Monday, December 29, 2014

First Impressions: Caldwell DeadShot FieldPod

The box
My father-in-law found this product at Cabella's. As you can see, it is an aluminum and polymer tripod shooting rest. According to the box, it can adjust from 20 inches to 42 inches in height, although I did not measure it to test this out. What I know, is that at its shortest length, it is slightly too tall to work from a prone position (although this height would probably be great off a shooting bench or table, which are generally too low). At its highest setting, it is a little cramped when sitting on a regular chair, but would probably be fine off of a shorter stool or folding camp chair.

The length of the distance between support points is also adjustable to accommodate different length rifles, although I did not think to measure the distance.


The weight of the tripod is just a little over 5 pounds, and it folds down to a fairly compact size as you can see in the photograph, above. Although it comes with a carrying strap, it would probably be easier to carry it in a small bag. I think a carrying bag for a camera tripod or something similar in size to a yoga mat bag would work well.

It takes me about 5 minutes to set it up. I could probably cut a minute or two off this as I get used to it, but I would still expect a few minutes to set it up.

Set up with rifle and 20-round magazine
As you can see, the uprights for the rifle rests can also be adjusted to slightly raise or lower the rifle. Because of the dual rods supporting the front and rear rests, it presents no problem to use a rifle with a longer magazine because the magazine fits between the rods--something that many other shooting rests fail at, and something that I especially appreciate.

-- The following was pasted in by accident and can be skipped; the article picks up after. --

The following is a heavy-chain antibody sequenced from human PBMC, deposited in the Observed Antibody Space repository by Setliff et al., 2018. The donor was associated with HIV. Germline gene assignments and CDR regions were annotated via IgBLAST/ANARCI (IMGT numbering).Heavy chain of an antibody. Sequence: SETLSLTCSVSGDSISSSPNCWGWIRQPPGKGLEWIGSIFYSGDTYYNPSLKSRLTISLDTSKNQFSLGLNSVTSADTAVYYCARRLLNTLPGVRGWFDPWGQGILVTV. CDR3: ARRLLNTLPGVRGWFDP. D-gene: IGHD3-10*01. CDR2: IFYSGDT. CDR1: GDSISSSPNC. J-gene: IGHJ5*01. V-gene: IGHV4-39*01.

Although it is certainly possible to set it up to act as a rigid shooting mount, it is also possible to loosen up the attachment between the rests and the tripod legs, allowing to turn or tilt the rifle up or down while still having a steady support.

I see this rest fulfilling two functions: (1) providing a shooting rest when sighting in or target shooting in the field and, potentially, off a table or bench; (2) providing a shooting rest for hunting from a fixed location (i.e., a stand or if sitting and glassing). Although it allows you to freely turn and elevate or depress the muzzle of a rifle, it does not really lend itself to a tactical role; it takes too long to set up and take down, and certainly does not adjust to be short enough to shoot from a prone position. So, it would not replace a bipod or shooting stick in the field for the shooter or hunter that is moving around.

All in all, it appears to be durable and sturdy enough for range use. My biggest concern is that it appears to use rather small, fragile pins on the connections to the spreader bars for the legs, and spreader bars are simply a stamped piece of sheet aluminum. I could see the spreaders and/or pins becoming bent or broken if you were not careful in setting it up. Obviously, like most tripods using polymer clamps and knobs, it is important to not over tighten the screws, or it could strip the threading.

In short, while not a tactical shooting tool, it will make it a lot easier to sight in or shoot a rifle in the field--particularly those using longer magazines. I look forward to actually taking this out to use.

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